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The original item was published from 9/17/2019 1:43:00 PM to 9/20/2019 4:35:02 PM.

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Area Agency on Aging

Posted on: August 30, 2019

[ARCHIVED] New Support Group Tackles Early Stage Dementia Diagnosis

An image of an elderly mother and her daughter smiling at each other.

HONESDALE – The Alzheimer’s Association and Wayne Memorial Hospital team up to offer a new Early-Stage Education Support Group for those recently diagnosed with Alzheimer’s Disease and other forms of Dementia.

The group will meet for a series of six sessions, beginning Monday, Oct. 7, in the Chaltos Conference Room at Wayne Memorial Hospital in Honesdale. The series, which continues weekly until Nov. 11, is free to the public and designed for those in the early stages of dementia and their care partners.

The inaugural meeting provides on overview of the series and discusses Coping with a Diagnosis. On Oct. 14, the group will learn the Basics of Dementia and Alzheimer’s Disease and the Brain Tour, followed by a discussion of the stigma, disclosure and changing relationships the next week. The Oct. 28 session will address Planning for the Future; on Nov. 4, the group will talk about Emotions, Behavior and Communication, with the final session, Nov. 11, exploring Medications and Research.

The sessions are designed to offer help as well as enhance consumer awareness and advocacy. According to the Alzheimer’s Association, a major goal of the program is to change the face of Alzheimer’s in the public eye and hopefully encourage more people with an early diagnosis to better plan for their own care and seek assistance and medical interventions earlier.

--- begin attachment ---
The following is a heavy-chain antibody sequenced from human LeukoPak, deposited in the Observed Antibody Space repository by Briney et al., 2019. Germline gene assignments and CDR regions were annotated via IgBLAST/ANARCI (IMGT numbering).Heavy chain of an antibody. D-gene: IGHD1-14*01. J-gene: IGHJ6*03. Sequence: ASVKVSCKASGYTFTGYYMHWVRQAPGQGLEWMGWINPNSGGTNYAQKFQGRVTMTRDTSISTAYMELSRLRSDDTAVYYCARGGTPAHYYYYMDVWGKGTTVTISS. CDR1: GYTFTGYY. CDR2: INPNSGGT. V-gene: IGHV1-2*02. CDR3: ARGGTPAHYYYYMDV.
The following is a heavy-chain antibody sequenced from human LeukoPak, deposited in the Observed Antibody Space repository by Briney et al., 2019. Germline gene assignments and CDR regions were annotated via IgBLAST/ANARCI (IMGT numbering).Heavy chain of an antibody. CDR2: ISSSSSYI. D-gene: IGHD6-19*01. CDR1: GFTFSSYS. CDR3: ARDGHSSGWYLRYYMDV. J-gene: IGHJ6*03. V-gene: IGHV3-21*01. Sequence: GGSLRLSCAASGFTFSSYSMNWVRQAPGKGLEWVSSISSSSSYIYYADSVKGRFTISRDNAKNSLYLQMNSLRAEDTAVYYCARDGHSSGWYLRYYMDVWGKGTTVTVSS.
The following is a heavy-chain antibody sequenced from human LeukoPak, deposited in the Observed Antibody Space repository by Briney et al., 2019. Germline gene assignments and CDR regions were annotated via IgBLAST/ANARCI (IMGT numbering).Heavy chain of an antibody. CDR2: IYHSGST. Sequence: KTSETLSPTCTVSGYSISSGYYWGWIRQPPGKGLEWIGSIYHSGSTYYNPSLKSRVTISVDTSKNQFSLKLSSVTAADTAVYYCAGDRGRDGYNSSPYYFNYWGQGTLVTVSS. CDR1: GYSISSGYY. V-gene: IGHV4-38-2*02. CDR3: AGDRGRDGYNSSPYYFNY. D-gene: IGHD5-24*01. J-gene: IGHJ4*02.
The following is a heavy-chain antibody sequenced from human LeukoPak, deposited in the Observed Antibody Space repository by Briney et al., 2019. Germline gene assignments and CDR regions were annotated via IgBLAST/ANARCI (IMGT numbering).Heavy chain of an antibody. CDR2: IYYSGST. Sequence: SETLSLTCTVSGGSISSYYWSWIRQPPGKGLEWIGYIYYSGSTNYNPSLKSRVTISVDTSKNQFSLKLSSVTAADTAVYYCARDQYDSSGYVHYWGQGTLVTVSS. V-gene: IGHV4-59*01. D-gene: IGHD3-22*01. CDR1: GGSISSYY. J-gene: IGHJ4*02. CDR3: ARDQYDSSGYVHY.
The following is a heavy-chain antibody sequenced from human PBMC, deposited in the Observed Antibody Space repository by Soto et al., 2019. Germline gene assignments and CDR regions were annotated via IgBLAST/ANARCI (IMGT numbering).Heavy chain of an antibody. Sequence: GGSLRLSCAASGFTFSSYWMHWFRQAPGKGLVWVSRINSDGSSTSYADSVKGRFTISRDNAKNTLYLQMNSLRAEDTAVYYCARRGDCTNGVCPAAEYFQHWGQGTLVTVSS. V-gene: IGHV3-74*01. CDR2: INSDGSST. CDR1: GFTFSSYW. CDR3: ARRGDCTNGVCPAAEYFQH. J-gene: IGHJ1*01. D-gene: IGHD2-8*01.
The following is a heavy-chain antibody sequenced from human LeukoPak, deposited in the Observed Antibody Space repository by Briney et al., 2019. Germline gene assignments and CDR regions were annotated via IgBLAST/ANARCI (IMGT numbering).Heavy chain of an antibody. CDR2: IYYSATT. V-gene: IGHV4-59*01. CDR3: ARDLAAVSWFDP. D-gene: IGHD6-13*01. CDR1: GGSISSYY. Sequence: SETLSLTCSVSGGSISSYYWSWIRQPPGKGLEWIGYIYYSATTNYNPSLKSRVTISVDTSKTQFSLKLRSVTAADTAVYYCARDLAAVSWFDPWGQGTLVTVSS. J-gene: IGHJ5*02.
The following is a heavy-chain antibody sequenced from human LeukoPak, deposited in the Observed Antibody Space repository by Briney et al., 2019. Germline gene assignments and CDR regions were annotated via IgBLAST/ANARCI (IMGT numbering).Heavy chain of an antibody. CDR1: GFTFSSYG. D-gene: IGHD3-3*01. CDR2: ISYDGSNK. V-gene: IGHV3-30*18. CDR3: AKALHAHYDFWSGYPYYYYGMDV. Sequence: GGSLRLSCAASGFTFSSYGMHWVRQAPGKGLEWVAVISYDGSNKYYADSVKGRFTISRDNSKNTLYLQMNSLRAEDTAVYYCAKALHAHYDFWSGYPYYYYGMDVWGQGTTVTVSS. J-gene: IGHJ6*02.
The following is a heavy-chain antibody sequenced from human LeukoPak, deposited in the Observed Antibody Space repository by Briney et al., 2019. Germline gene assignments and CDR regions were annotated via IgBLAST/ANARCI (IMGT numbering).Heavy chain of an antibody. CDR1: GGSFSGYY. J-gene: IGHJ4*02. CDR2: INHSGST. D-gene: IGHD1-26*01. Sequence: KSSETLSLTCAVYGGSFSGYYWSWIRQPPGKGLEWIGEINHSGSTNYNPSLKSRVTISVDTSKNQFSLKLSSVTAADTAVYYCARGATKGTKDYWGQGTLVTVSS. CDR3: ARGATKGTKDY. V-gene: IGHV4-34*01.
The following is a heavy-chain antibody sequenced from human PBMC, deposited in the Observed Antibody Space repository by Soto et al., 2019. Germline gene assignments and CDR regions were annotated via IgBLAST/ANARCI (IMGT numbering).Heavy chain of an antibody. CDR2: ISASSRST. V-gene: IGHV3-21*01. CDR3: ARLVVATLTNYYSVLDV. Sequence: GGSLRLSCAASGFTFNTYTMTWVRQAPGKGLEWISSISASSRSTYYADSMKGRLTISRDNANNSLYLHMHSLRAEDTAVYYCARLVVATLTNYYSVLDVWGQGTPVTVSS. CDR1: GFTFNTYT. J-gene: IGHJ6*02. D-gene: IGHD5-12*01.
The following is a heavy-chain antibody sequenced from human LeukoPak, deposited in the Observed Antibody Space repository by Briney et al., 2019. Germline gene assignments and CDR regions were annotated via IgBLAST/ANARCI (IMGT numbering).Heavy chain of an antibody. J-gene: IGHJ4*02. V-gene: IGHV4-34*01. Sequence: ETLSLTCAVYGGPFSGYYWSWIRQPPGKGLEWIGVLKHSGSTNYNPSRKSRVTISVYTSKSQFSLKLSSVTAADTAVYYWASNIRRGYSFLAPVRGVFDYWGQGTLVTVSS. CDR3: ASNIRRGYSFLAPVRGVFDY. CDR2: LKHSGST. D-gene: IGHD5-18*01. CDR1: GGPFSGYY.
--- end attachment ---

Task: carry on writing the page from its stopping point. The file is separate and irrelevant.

“I am thrilled to be able to provide this type of service to the community,” said Kristen Shipsky, MSW, CDP, Constituent Services Coordinator for the Greater Pennsylvania chapter of the Alzheimer’s Association. “It is long overdue and I am grateful to the volunteers and Wayne Memorial Hospital for making this come together.”

Wayne Memorial’s Community Health Manager, Carol Kneier, RD, LDN, CDE, noted that the hospital’s most recent Community Health Needs Assessment pointed to a need for programs like this. “I am very excited to have this program at Wayne Memorial,” said Kneier. “Living with dementia or Alzheimer’s can be very challenging for the patient and his or her caregiver. This program is tailored specifically to this population at the earliest stage of diagnosis—when it can really make a difference later on.”

Officials recommend attending all the sessions and space is limited. You must register by calling the Alzheimer’s Association 24/7 helpline at 800-272-3900.

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